. . . My RAT KINGs 2
    By sense "Measure" is not an "Enthalpy": --> so no Inheritance . . .
    Maybe there is such a thing as an enthalpy value, and that can be calculated from temperature and pressure, and the actual enthalpy varies depending on the constituent(s) of the gas. Maybe you can have a calculateEnthalpy() method which takes temperature and pressure as parameters. If that method neither uses nor alters any instance fields, then it is a 1368 in the most dubious classification of methods known to modern science. In which case it might well be static. As an alternative, make an Enthalpy object which takes temperature and pressure in its constructor and has enthalpy as a field. Make all the fields final, and make the class final. Give it getXXX methods (3 of them) and no setXXX methods. If the fields are all double type (or Double), then you will have created an immutable class, which has all sorts of advantages. Override the toString equals and hashCode methods.
    Use a formula to calculate enthalpy. Never mind whether the formula is something ridiculous, even as daft as √(T² + P²) because you will change that later.
    Merci à tous :-)
    Ça ne fait rien
    . . . PS: Relative to UML, my goal is just to have some basics, in order to represent in a nice form the approach of reality
    Your UML for an Enthalpy class will be very simple. And it will not change if you change the method of entering the enthalpy. It will however change if you add a volume field to the Enthalpy objects.
     
    Christian Klugesherz
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    Thanks for all these valuable information Ritchie
    I will take it into account.
    Gentle reminder.
    M0,M1,M2, M3, ... are representing the measure points chosen from enumeration.
    This is the reason why I have to used a List of Measure points

    Now with all these information I will manage.

    Gentle correction:
    Ca ne fait rien "Il n'y a pas de quoi", is most appropriate . :-)

    Christian

     
    Christian Klugesherz
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    Sorry for typo.. :.. Is more appropriate :-)
     
    Junilu Lacar
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    Christian Klugesherz wrote:
    So I will try to explain :
    A heat-pump is composed of different elements
    ...
    a list of all these elements
    ...
    Also, I can add, new individual items, and combine later, in order to simulate any Head Pump.
    ...
    (The other name of performance = COP)
    ...
    Finally, to compute performance, == feed Class cCop, you have to pick the Measure values (Pressure, Temperature) on a real Head Pump.

    It has been over twenty years since I last studied Thermodynamics in college on my way to earning an unused BSME so excuse me if I'm a bit rusty on the concepts. I've only brushed up on these things for a few minutes (amazingly, I can still remember a little bit about the Carnot cycle and adiabatic processes) but here's what I think you want to do:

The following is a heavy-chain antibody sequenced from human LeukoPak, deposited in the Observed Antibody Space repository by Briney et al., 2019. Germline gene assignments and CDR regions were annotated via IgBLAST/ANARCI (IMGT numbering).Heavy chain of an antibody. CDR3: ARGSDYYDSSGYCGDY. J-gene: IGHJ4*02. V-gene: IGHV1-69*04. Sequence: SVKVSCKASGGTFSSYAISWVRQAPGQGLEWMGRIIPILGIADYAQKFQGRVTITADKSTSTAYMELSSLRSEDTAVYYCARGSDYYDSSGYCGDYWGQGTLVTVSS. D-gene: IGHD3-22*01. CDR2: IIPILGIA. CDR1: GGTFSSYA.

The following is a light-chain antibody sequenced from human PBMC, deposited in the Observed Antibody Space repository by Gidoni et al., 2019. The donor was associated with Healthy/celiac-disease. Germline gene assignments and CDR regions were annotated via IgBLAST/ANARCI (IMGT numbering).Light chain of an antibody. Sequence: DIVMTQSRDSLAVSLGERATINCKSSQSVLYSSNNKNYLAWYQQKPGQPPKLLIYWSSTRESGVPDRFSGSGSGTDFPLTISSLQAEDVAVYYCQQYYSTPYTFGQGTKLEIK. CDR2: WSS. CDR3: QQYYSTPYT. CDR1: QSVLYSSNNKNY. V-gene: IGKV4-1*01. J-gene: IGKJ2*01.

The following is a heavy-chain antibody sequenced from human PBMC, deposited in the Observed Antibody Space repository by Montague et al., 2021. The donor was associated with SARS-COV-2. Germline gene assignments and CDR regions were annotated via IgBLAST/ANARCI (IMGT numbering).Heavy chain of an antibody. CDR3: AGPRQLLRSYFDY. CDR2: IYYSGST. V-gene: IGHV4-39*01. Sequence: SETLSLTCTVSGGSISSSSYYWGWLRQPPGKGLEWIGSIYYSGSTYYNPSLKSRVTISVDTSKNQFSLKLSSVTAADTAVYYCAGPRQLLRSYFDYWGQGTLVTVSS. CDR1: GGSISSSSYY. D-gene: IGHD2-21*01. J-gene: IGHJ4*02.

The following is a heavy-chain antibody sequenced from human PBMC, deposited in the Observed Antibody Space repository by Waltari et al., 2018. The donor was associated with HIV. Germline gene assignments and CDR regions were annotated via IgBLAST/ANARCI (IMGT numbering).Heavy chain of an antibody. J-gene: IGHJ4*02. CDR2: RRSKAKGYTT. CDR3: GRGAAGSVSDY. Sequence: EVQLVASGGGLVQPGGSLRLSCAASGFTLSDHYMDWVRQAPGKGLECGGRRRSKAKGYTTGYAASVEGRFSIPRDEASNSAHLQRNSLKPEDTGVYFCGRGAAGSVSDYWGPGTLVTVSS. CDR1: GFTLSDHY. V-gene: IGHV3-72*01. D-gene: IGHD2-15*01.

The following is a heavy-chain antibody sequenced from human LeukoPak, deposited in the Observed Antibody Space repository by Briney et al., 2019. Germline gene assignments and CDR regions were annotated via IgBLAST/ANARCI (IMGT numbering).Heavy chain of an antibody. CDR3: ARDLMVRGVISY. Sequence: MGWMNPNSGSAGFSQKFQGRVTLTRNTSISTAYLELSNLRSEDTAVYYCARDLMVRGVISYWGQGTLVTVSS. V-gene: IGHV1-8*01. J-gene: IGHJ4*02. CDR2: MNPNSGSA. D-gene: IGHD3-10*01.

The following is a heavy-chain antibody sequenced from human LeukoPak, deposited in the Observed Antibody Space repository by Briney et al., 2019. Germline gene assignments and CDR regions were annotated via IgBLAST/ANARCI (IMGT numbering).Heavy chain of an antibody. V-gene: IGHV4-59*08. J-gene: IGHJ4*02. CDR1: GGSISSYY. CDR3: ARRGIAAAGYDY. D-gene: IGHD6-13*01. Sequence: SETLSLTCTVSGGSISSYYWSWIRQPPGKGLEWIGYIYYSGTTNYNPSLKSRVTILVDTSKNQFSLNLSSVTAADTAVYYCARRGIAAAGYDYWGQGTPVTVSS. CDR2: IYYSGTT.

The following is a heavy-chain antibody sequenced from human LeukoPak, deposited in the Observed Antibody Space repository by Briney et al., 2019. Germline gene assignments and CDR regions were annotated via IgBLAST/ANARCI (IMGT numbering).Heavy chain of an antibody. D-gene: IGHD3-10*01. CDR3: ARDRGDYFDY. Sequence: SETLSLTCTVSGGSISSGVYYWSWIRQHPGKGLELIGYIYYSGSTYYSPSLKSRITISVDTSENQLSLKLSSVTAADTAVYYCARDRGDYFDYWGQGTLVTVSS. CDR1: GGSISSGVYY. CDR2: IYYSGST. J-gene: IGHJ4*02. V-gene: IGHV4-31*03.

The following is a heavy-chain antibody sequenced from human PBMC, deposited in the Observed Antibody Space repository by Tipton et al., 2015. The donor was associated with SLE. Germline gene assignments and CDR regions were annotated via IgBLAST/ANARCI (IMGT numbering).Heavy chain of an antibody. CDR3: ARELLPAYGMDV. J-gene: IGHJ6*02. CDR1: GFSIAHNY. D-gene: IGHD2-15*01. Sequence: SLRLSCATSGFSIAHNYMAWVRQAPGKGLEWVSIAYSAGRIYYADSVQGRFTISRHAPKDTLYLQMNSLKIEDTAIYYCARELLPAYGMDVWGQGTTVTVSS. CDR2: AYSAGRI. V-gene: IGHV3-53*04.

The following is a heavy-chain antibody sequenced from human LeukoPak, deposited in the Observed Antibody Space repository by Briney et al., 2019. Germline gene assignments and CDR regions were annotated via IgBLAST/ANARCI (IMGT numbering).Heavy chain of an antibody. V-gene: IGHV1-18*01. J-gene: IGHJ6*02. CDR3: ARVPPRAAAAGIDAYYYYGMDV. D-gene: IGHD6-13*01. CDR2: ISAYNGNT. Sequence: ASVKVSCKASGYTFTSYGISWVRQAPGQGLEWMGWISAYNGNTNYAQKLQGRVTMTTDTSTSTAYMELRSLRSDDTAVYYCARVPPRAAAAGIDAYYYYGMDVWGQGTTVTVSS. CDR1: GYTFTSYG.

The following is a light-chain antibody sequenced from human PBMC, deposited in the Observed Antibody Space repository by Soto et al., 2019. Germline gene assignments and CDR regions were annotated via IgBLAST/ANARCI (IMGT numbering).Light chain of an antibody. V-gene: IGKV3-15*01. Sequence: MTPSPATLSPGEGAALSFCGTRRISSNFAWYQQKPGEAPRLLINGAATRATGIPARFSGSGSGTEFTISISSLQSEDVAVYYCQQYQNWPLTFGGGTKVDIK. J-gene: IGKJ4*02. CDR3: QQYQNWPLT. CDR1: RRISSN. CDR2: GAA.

You want to calculate the Coefficient of Efficiency (COP) of a heat pump system.

    To calculate COP for your overall system, you want to take into account any number of measurements taken at various points in the system. These points correspond to different components of the system, e.g., circulator, compressor, condenser, expansion valve, etc.

    If I'm on track so far, it seems to me that if you want to use object-orientation here, these are the classes I would suggest:

    Does this make sense so far? If it does, then you have a basic framework to expand on. All you have to do is fill in whatever setters you need to specify the measurements you're taking at each component and fill in the calculations for enthalpy and COP.
     
    Campbell Ritchie
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    Christian Klugesherz wrote:. . . M0,M1,M2, M3, ... are representing the measure points chosen from enumeration.
    You are not ready to think about enumerations (they are not called that; they are enums or enumerated types). Get one measurement point working and then it will be easy to create more, and you can decide whether to put them into Lists, arrays or whatever.
    . . . "Il n'y a pas de quoi" . . .
    Thank you

    The more recent editions of the JLS say enum types.
     
    Christian Klugesherz
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    My approach is a bit different.

    I have attached a little part of the uml view of my java code, this gives a good overview. (Reverse engineering uml) :-)

    The place where I set the method is now logical for me.
    I spend a lot of time on that.
    But this helped me to reconsider some points of hierarchy of my classes.

    Again many thanks for your help here

    Christian
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    Junilu Lacar
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    Since you asked about complying with object-oriented philosophy, the design you seem to have settled on is not at all object-oriented. Sure, it involves classes, methods, and all the constructs of an object-oriented design but merely having the form of objects doesn't make a design object-oriented.  It's just like strapping some wings on a bicycle and calling it an airplane even if it won't get one inch off the ground from lift. It just simply isn't.

    Here's one giveaway: The MeasureAllPoints class.  First of all, its name is a verb-phrase. Classes should naturally have nouns or noun phrases for their name. Second, it has no state that it uses to dictate its behavior. Instead, it has a single method that gets all the information it needs to do its job from external sources. This is not an object, it's simply a function masquerading behind the accoutrements of a class.